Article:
Reduced load step requirements for DE engines
For many years, the classification societies had strict rules for how fast a generator engine was supposed to take a load increase. The requirement was that it should be able to take the total load in two steps, without dropping the RPM below a certain level.

But when the engines (with this new sophisticated fuel limiting system) were tested, they failed the test… The new engines were not suited for generator engine!

But as this created a huge problem – and as the classification societies are “free” to please their customers - they just changed this rule, saying that engines had to “take the load in 3 load steps” instead of 2 (33 % steps instead of 50%).

Conveniently enough, now these “unsuited” engines were suddenly suited after al!!

Failure to maintain the RPM is crucial in a DE system
But how does this limited load increase create problems in a diesel electric system?

This graph shows a limited fuel injection. With the same load increase, the engine will not be able to maintain the frequency, as a result of to low amount of fuel injected. The consequence of this is a dropping RPM(Hz) resulting in a blackout. This graph shows a limited fuel injection. With the same load increase, the engine will not be able to maintain the frequency, as a result of to low amount of fuel injected. The consequence of this is a dropping RPM(Hz) resulting in a blackout.

The consequence for the propulsion engine is that the thrust is a bit delayed, which the navigators have learned to master.

BUT in a diesel electric system, the same RPM drop will create a BLACKOUT on the vessel.

The concern here is that most of the engine manufacturers do not have the full picture of a diesel electric system, they only care about their own engine and do not focus on the complete system operation at all.

Who is responsible for creating a stabile DE system?
The responsibility for a stabile DE operation has been forced on the frequency drive suppliers or the Power Management System, which are given an almost impossible task.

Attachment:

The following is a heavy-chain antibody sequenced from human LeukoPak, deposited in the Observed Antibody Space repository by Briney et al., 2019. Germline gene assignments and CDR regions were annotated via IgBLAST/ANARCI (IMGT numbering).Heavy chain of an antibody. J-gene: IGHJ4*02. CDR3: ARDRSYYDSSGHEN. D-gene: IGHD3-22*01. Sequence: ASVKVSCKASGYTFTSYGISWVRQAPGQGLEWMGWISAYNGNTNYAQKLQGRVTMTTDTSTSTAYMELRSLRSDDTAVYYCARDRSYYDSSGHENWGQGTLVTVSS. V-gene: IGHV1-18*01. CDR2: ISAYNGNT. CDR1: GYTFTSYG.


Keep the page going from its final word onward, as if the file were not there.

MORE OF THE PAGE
The DE players have still not been able to coordinate the equipment and control methods, due to the complexity of the situation where all parts of the complete system would have to work together for a smooth operation.

This is not the case today, as most of the suppliers are delivering a component, and not a complete system.

Who should be responsible for controlling the load increase required in order to maintain the low emission requirement?

The huge misunderstanding today, is that this load limitation is put in the diesel engines, where the function creates a blackout if the load is increased faster than the fuel limiting system permits and what the engine can take.

For a DE system, all engines should be adjusted to give whatever fuel is required to maintain the RPM, even if this leads to increased emissions.

The load control should be put where it belongs: ON THE CONSUMER SIDE
The problem is that there is NO cooperation between the different power consumers on the vessel. Several attempts have been made in order to control the load, but so far none is working optimal. The introduction of load control systems has created poor performances, with some approaches being directly catastrophic for the DE system, and creating blackouts if certain incidents occur.

What failures have been made, and how to correct them, will be discussed in my next blog article.

So, stay tuned, and please leave your opinion in the comment section if you do not agree or have some additional information or corrections.

Not a member yet? To access you will need to login or signup

OceanHub is the Ocean Space knowledge community, where you can:


  • Increase your ocean knowledge, influence and network
  • Connect with ocean users, groups, brands and much more
  • Have a profile, newsfeed and access to read and post articles